August 17, 2007

Hazaaron Khwaishein Aisi

In the 60th year of our independence, I came across this article in one of my old saved texts, written by Sudhir Mishra, the director of this beautiful movie. Living in Bihar where around half of the movie is based and where like me, the three main protagonists rediscovered themselves every single day, the thousand desires of a forgotten generation seemed to reach out to me. The Generation that they represented was a generation before mine but letting go of the past is something that we Indians are not very good at.

To India, my Native land... Derozio knew what he was talking about.
Here is the article...
"At the stroke of the midnight hour, when the world sleeps, India shall awake to light and freedom..."

That was India's first Prime Minister Jawaharlal Nehru, addressing the about-to-be independent nation. Panditji, as he was fondly called, was getting a bit carried away and committing a horological error. When India awoke to "light and freedom", the world was NOT asleep. It was, for instance, 2 in the afternoon in New York.

However, most in my father's generation overlooked these minor aberrations. They loved him and believed in the "light and freedom" angle of his dream. They needed to. Because there was 'darkness' all around. More than a million had been killed during the partition of India and they had inherited an impoverished nation from the British in more ways than one.

By this time my elder brother and sisters (not that I had any) went to college in the late '60s, the Nehruvian dream had faded and India was being crushed under the weight of a thousand desires.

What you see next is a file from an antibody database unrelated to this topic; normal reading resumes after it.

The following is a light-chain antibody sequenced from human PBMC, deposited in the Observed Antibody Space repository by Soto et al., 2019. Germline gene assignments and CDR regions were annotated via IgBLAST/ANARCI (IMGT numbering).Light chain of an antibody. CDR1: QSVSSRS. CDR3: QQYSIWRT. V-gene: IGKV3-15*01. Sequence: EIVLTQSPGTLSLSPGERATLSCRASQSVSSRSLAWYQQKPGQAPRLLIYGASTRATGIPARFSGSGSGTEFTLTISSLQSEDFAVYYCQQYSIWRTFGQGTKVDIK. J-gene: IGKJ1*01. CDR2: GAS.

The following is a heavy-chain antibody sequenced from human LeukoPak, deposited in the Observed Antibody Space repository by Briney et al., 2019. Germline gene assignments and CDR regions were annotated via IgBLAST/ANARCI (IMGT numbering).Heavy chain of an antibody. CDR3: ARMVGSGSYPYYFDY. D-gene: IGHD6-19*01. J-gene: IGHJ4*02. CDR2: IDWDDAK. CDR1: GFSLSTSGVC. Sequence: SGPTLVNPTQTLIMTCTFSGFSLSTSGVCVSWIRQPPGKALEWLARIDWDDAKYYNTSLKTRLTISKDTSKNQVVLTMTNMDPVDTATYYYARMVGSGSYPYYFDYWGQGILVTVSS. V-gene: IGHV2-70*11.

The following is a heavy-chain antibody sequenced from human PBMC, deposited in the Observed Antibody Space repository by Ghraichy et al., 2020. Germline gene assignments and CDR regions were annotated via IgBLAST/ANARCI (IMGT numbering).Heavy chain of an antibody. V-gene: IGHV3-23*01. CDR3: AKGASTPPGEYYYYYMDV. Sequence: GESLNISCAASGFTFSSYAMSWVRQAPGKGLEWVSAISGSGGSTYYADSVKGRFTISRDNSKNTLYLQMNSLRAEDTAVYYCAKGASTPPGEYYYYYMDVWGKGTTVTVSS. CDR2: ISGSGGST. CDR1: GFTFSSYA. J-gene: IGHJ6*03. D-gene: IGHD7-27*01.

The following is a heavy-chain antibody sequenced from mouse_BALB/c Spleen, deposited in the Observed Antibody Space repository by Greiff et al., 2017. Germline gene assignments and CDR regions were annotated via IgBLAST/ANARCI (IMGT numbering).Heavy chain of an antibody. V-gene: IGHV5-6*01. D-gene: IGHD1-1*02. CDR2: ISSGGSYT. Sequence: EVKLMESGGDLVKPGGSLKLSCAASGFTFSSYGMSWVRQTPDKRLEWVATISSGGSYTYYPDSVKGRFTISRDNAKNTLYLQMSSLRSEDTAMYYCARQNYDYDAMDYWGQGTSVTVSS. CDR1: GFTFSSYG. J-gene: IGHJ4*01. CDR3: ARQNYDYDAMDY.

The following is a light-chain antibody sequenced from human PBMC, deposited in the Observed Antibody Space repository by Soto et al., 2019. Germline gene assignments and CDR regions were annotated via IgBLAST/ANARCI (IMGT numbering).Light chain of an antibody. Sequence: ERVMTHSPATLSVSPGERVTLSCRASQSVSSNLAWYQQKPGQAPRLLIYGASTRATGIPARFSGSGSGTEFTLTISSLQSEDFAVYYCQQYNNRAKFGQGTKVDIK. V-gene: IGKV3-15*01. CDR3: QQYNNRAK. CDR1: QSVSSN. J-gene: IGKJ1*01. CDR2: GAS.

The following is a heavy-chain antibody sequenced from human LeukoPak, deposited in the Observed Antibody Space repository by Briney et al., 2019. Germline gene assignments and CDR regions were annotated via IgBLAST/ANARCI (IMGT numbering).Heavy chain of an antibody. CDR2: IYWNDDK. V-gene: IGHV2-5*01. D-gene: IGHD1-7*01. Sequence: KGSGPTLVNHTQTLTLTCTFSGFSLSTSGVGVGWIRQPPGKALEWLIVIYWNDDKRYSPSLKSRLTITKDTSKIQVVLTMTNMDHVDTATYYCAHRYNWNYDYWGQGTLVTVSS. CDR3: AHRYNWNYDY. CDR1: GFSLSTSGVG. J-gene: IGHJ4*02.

A Maoist inspired extreme left movement had erupted in the eastern state of Bengal and the long suppressed lower caste of India were finally reacting..

This is the story of my imaginary siblings' reaction to those times. And as I tried to tell the story, certain characters emerged and surprised me with where they wanted to go. It became a story of how one begins life in a certain way, but how it takes twists in ways unimagined. Of how the 'worst' can be in the 'best' and how the 'best' resides in the 'worst'.

So while it may be the story of a generation I idolized and saw dissipating, a generation that I still have faith in, and which will gasp one more time before dying, it is also my story. Because the best and the worst of India also resides within me.
If someone is interested further, here is another article.

1 comment:

Surendra said...

This reminds me of a beautiful Gazal By Jagjit, by the same title (Hazaaron Khwaishein Aisi).

Its available on net. Do listen to it.